2014 Ram 1500 EcoDiesel: Rear-Facing Convertible Car Seat Fits Well
March 24, 2015
Since I drove our long-term 2014 Ram 1500 EcoDiesel over a weekend, it became our family vehicle and I installed the larger of my two convertible car seats in its backseat.
As still I'm relatively new to parenthood and car seats, I was surprised to find three sets of LATCH anchor points in the backseat. It makes sense, though, given that a loaded crew cab is likely to be a multi-use family vehicle. Then, I glanced at page 18 of our Ram's owner's manual, and for a second or two, thought I might not be able to use LATCH to install my car seat.
This is one of the first owner's manuals I've seen that spells out when you can and can't use LATCH this clearly. I'm guessing the "full bench seat" refers to the non-split-folding rear seat (order code: CFM) that's standard in Ram 1500 Work Trucks and, from what I can tell, short-bed SLTs. Our Ram, of course, is a Laramie and has the "split bench seat" (order code: CSX), so a rear center LATCH install is OK provided the combined weight of your child and car seat is under 65 pounds.
I found it easy to get the car seat at the desired angle for a rear-facing installation without using a pool noodle or towel. This was probably at least partly due to the squishiness of the seat-bottom cushion in the center position. One thing I don't love is how the seat-bottom tapers inward in that position allowing my daughter's very large car seat to hang off the edge slightly. The seat is still very secure and tight. I just don't like how it looks. Most likely, this wouldn't be an issue if you installed this car seat forward-facing, because it would be positioned at a more upright angle, plus I'd have the paddle-shaped anti-rebound bar (that's peculiar to my discontinued First Years True Fit seat and a few other car seats like the Clek Foonf) folded under the seat. The anti-rebound bar, in case you're wondering, is basically the equivalent of using a top tether in a rear-facing car seat installation.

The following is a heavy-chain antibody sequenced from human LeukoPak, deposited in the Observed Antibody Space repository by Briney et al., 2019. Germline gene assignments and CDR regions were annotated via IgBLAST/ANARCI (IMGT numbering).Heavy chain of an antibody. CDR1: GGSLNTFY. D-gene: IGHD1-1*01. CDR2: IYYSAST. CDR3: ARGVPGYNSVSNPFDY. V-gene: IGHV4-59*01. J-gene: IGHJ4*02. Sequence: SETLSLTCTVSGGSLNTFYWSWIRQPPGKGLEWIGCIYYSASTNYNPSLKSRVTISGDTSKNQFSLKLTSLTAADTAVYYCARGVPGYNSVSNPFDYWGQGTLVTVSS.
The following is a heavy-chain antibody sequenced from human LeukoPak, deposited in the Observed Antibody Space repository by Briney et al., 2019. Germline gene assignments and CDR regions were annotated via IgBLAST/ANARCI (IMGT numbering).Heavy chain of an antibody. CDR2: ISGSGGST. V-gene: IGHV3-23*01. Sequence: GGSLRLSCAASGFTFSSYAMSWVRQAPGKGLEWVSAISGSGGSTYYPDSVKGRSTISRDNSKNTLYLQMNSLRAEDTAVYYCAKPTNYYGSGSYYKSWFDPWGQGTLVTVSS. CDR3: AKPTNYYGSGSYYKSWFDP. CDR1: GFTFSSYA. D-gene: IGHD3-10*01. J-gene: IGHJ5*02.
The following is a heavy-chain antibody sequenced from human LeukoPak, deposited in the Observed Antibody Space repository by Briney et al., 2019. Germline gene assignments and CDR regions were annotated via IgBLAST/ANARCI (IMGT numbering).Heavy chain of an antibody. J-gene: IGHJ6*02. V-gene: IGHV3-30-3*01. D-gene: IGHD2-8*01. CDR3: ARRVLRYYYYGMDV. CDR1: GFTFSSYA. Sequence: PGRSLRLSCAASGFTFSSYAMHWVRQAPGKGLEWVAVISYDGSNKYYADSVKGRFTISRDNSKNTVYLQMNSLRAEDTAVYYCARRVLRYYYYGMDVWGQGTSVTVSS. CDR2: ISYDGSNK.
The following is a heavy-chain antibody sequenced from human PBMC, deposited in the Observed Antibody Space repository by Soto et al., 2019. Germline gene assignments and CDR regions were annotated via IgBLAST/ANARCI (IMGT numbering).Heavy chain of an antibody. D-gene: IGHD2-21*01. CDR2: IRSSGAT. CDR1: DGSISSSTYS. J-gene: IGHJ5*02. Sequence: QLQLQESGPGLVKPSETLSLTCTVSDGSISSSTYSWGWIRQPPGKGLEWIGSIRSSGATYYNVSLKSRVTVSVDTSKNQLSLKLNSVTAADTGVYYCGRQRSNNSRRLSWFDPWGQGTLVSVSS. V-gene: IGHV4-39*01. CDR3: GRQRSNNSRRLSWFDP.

Another thing you'll notice is that the rear center latch setup is off-center in our Ram 1500, so that a car seat in this position will be more to the passenger side of the cab. This not only allows you to fold up the "40" section of the rear seat (on the driver side) with no problem, it also provides plenty of room for an adult to ride in the driver-side rear position.
And although I didn't photograph it, there's plenty of room to spread out a changing pad on the 40 section and do a quick diaper change. The flatness of the seat-bottom cushion helped keep my little girl from rolling into the seatbelt hardware, and the elevated height of the rear bench prevented me from hurting my back. There are even a couple of coat hooks mounted in the headliner over the seat-back cushions, and I found it convenient to attach the waterproof bag I use for our cloth-diapering waste to one of these.
One consequence of the off-center LATCH arrangement, though, is that the front passenger seat has to be scooted forward a bit (whereas if the car seat was perfectly centered, you could position the front-passenger seat however you want). With the very tall seat height you get in a full-size truck, though, the front-passenger seat can still be very comfortable for an adult of 5 feet, 10 inches, and my knees don't touch the dash.
Overall, there's a lot to like about our 2014 Ram 1500's provisions for car seats, and I could see it being very useful for families who need the capabilities of a full-size truck and have two or even three kids in car seats.
Erin Riches, Deputy Editor